["Letters from a Poet Who Sleeps in a Chair", tr. David Unger, from Emergency Poems (1972)]

The Christ of Elqui, based on the real life Domingo Zárate Vega, was perfect stand-in for the anti-Christ Parra. The "sermons and preachings" mode of antipoetry was custom-made for the mad, apocalyptic ravings of a peripatetic messiah-like figure wandering the streets of Chile in the 1920s. "Even though I come prepared / I really don't know where to begin", the Christ began rather self-contradictorily. The resemblance of his Christian ideas with those of the antipoet's was uncanny.

you have to call a spade a spade
we're a step away from the Apocalypse

["The Christ of Elqui Defends Himself Like a Cornered Cat", tr. David Unger, from Recent Sermons (1983)]

let's cut the crap
when you stand at a wide open grave
it's time to call a spade a spade:
you can drown your sorrows at the wake
we're stuck at the bottom of the pit.

["Rest in Peace", tr. Edith Grossman]

In "Memories of a Coffin" (1975), the spade in the graveyard made way for the personified coffin whose life in the showroom "took a 180˚ turn" when the coffin was purchased by a widow. Then came the "most glorious day of [its] life", when it was paraded and it believed it was receiving solemn respect from "all the pedestrians [it] met along the way". Until it was buried. Six feet under the ground, the coffin was "under a ton of flowers" and now waits for things to happen to it. Tragic.

To end this anti-post, more words of wisdom from the Christ of Elqui.

POETRY POETRY it's all poetry
we make poetry
even when we're going to the bathroom

Christ of Elqui's own words

to piss is to make poetry
as poetic as strumming a lute
or shitting poeticizing farting,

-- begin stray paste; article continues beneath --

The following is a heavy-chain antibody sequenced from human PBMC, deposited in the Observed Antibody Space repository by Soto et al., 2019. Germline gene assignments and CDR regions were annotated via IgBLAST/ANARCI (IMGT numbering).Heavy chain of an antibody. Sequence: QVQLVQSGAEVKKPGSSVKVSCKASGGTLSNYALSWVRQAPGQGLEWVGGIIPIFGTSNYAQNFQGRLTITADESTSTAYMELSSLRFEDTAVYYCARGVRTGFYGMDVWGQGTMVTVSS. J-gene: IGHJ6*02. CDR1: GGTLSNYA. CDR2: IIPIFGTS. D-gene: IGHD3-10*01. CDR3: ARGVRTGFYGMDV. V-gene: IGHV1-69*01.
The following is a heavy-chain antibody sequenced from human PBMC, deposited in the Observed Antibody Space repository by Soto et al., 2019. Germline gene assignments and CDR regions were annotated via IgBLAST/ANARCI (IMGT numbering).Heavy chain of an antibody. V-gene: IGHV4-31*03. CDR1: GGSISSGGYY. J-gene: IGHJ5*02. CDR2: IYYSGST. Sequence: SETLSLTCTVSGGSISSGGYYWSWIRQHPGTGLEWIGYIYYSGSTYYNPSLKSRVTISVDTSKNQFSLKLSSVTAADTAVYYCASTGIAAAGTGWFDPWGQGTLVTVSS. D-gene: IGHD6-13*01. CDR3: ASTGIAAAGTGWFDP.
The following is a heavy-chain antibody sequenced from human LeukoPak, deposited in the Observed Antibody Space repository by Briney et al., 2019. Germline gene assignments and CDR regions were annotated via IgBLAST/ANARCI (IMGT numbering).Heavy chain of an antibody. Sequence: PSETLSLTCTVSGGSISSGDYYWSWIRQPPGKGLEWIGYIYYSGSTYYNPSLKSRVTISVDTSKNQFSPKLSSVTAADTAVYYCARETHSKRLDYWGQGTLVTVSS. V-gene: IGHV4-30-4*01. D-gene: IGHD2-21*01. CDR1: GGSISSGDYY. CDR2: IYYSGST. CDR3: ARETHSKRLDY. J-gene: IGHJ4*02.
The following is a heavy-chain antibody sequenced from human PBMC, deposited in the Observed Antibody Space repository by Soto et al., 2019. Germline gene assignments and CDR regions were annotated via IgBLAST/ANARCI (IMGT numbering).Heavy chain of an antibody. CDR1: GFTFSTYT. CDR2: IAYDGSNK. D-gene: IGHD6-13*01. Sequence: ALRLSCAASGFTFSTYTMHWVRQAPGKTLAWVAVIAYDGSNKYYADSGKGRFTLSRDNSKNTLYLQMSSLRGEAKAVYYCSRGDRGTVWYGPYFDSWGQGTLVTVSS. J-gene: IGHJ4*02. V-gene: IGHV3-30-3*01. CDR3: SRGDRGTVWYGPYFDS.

and so we'll just see what poetry is

Prophet of Elqui's own words

["Apropos of Nothing", antitr. Liz Werner]

To piss is to make poetry. How sublime.

Art happens every time we read a poem, said Borges, paraphrasing the American painter Whistler. What happens when one reads an antipoem? In his "Note on the Lessons of Antipoetry", Parra would only acknowledge that: "Poetry happens—so does antipoetry". Artful or not, Parra cuts the bullshit.

The reading of Parra is made with Richard—Caravana de recuerdos—and Tom—Wuthering Expectations. Richard's post is found here while Tom's are here, here, and here.


  1. I prob. won't get around to my own Parra post until Friday or Saturday, but what a cantankerous delight to read this unexpected write-up here. Interestingly, my copy of Poemas y antipoemas contains ZERO of the antipoems you mention here-- which is cool, publishing house practices aside, because you, Tom & I might end up reviewing entirely separate works. Love your Satan clause line and your pointing out of the anti-establishment nature of Parra's oeuvre.

  2. These look like great fun, worth it for the titles alone. Although too snowed under to take on reading Parra now,, it is a baton I may pick up in the future. This post makes a great starting point.

  3. Richard, the first book I read has poems culled from Parra's 16 books, spanning his 34-year career from 1950-84. It has 10 poems from Poems and Antipoems, which I haven't quoted here. Let Parra live another hundred years churning out more antipoetic poetry.

  4. Séamus, it is lots of fun and will make for a good, clean break from work.

  5. Parra is so outstandingly quotable. Like Whitman, but funnier. "You can do anything in poetry." - yes, yes.

  6. Perennially quotable. Even taken out of context the lines are comic, absurd.